The practice of law is also a business. Attorneys have to attract and retain clients who pay their bills in order to keep the practice afloat. Sometimes, in the drive to retain new clients, attorneys ignore the warning signs that could indicate a problem down the road. Indeed, many attorneys who have had a dispute with a client will state after the fact that they should have known from the beginning that the representation would be trouble.
As a result, screening clients has become an increasingly important part of legal malpractice claim prevention. For some, it is difficult to turn down work just because of what could happen. However, over the course of a representation, problem clients can go from being risky relationships to legal malpractice claims in progress. The challenge is to screen out the problem clients without giving up on the clients attorneys need to survive.
Screening clients means different things for different lawyers, depending on the size, type, goals and location of a law practice. In the end, representation typically involves the exercise of an attorney’s judgment about whether to accept a new client. Because of that judgment, there is no formula for every decision regarding whether to accept a new client.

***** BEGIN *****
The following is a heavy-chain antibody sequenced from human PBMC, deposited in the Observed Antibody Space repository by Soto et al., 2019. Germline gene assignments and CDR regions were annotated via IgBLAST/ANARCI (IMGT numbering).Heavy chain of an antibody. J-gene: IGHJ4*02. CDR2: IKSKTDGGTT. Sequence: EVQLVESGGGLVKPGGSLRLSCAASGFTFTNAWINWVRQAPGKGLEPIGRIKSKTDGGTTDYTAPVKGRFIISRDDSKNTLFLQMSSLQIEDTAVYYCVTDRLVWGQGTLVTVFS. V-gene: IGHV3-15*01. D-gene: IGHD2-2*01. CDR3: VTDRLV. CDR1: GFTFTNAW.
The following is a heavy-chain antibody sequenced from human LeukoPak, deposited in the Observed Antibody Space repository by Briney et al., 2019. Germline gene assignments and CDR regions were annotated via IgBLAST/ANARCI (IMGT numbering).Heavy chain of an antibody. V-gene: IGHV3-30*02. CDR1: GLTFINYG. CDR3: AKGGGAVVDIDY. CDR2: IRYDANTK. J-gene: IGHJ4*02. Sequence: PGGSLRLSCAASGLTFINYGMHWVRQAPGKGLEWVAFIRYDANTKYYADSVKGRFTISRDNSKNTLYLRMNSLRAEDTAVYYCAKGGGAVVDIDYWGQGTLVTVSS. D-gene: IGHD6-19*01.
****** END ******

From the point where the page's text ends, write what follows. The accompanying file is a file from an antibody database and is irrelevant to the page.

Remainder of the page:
Here are some factors for attorneys to consider in deciding whether to take a new representation.
Ask the Right Questions
One of the most telling questions to ask a new client is: “How many attorneys have represented you in this matter before now?” If the client has been through several attorneys on the same matter, that could be a red flag. It could mean that the client is unrealistic, and has fired several attorneys for their inability to meet impossibly high expectations or to guarantee results. Those clients may be more likely to sue their attorneys for disappointing them.
Separately, a client who has been through several attorneys could be unable to pay their legal bills or could have been fired for other reasons that suggest the representation is fraught with risk to the attorney.
There are other similar common-sense questions. For example: “How many times have you been a party to litigation before?” This is obviously not a bright-line rule; large companies are frequently parties to litigation. Similarly, an entity or individual could be subject to several litigations arising from a single transaction or event. Such events would not necessarily indicate that the representation was excessively risky.
However, potential clients who have overly litigious histories might raise some red flags. This is especially true for potential clients who have made a career of suing other people for minor or perceived slights. Eventually, these serial plaintiffs can make their way to suing their attorneys.
When’s The Due Date?
The first due date for a new representation may be the filing of an Answer or an appellate brief. However, accepting a new representation at the “last minute” could set up a situation in which the attorney is ultimately held accountable for failing to execute a strategy in a limited window.
Representations that begin on the eve of expiration of the statute of limitation for a plaintiff’s claim, a scheduled closing for completion of a transaction or deal, or some other imminent deadline, are already facing an uphill battle. Unrealistic deadlines can be red flags.